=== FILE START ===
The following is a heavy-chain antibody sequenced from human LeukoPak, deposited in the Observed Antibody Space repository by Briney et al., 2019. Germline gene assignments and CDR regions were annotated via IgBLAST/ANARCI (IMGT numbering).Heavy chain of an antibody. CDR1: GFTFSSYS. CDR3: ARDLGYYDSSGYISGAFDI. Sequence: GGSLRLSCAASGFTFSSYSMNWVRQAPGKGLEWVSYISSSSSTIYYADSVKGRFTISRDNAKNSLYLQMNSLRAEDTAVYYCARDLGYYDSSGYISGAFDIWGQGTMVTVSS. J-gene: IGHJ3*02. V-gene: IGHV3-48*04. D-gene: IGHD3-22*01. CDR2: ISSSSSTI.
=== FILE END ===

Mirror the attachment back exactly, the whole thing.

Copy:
The following is a heavy-chain antibody sequenced from human LeukoPak, deposited in the Observed Antibody Space repository by Briney et al., 2019. Germline gene assignments and CDR regions were annotated via IgBLAST/ANARCI (IMGT numbering).Heavy chain of an antibody. CDR1: GFTFSSYS. CDR3: ARDLGYYDSSGYISGAFDI. Sequence: GGSLRLSCAASGFTFSSYSMNWVRQAPGKGLEWVSYISSSSSTIYYADSVKGRFTISRDNAKNSLYLQMNSLRAEDTAVYYCARDLGYYDSSGYISGAFDIWGQGTMVTVSS. J-gene: IGHJ3*02. V-gene: IGHV3-48*04. D-gene: IGHD3-22*01. CDR2: ISSSSSTI.